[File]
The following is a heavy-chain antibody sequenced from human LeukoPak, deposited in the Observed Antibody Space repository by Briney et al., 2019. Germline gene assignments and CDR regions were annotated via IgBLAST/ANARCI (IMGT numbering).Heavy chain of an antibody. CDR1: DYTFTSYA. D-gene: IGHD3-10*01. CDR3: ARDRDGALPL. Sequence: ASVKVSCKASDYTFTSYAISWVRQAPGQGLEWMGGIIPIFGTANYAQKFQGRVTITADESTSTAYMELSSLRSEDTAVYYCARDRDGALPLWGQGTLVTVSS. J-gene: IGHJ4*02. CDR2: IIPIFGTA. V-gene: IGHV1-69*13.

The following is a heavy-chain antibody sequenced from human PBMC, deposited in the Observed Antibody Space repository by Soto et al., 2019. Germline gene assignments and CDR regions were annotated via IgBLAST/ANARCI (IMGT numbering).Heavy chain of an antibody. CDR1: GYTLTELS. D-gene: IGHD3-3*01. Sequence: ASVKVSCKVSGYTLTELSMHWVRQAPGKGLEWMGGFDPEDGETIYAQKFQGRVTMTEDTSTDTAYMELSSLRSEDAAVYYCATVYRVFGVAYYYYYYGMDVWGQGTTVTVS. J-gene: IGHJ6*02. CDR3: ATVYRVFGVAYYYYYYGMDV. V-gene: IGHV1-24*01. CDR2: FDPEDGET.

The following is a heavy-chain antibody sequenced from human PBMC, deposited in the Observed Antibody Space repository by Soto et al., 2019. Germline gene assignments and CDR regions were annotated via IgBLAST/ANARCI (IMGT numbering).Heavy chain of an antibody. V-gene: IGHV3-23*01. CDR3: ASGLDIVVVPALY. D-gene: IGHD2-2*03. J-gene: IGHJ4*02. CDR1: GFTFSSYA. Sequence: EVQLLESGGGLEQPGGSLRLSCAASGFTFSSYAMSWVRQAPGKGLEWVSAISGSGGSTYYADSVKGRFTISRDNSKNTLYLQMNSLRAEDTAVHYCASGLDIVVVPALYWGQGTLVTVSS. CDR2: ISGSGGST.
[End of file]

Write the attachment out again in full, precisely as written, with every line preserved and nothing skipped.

The following is a heavy-chain antibody sequenced from human LeukoPak, deposited in the Observed Antibody Space repository by Briney et al., 2019. Germline gene assignments and CDR regions were annotated via IgBLAST/ANARCI (IMGT numbering).Heavy chain of an antibody. CDR1: DYTFTSYA. D-gene: IGHD3-10*01. CDR3: ARDRDGALPL. Sequence: ASVKVSCKASDYTFTSYAISWVRQAPGQGLEWMGGIIPIFGTANYAQKFQGRVTITADESTSTAYMELSSLRSEDTAVYYCARDRDGALPLWGQGTLVTVSS. J-gene: IGHJ4*02. CDR2: IIPIFGTA. V-gene: IGHV1-69*13.

The following is a heavy-chain antibody sequenced from human PBMC, deposited in the Observed Antibody Space repository by Soto et al., 2019. Germline gene assignments and CDR regions were annotated via IgBLAST/ANARCI (IMGT numbering).Heavy chain of an antibody. CDR1: GYTLTELS. D-gene: IGHD3-3*01. Sequence: ASVKVSCKVSGYTLTELSMHWVRQAPGKGLEWMGGFDPEDGETIYAQKFQGRVTMTEDTSTDTAYMELSSLRSEDAAVYYCATVYRVFGVAYYYYYYGMDVWGQGTTVTVS. J-gene: IGHJ6*02. CDR3: ATVYRVFGVAYYYYYYGMDV. V-gene: IGHV1-24*01. CDR2: FDPEDGET.

The following is a heavy-chain antibody sequenced from human PBMC, deposited in the Observed Antibody Space repository by Soto et al., 2019. Germline gene assignments and CDR regions were annotated via IgBLAST/ANARCI (IMGT numbering).Heavy chain of an antibody. V-gene: IGHV3-23*01. CDR3: ASGLDIVVVPALY. D-gene: IGHD2-2*03. J-gene: IGHJ4*02. CDR1: GFTFSSYA. Sequence: EVQLLESGGGLEQPGGSLRLSCAASGFTFSSYAMSWVRQAPGKGLEWVSAISGSGGSTYYADSVKGRFTISRDNSKNTLYLQMNSLRAEDTAVHYCASGLDIVVVPALYWGQGTLVTVSS. CDR2: ISGSGGST.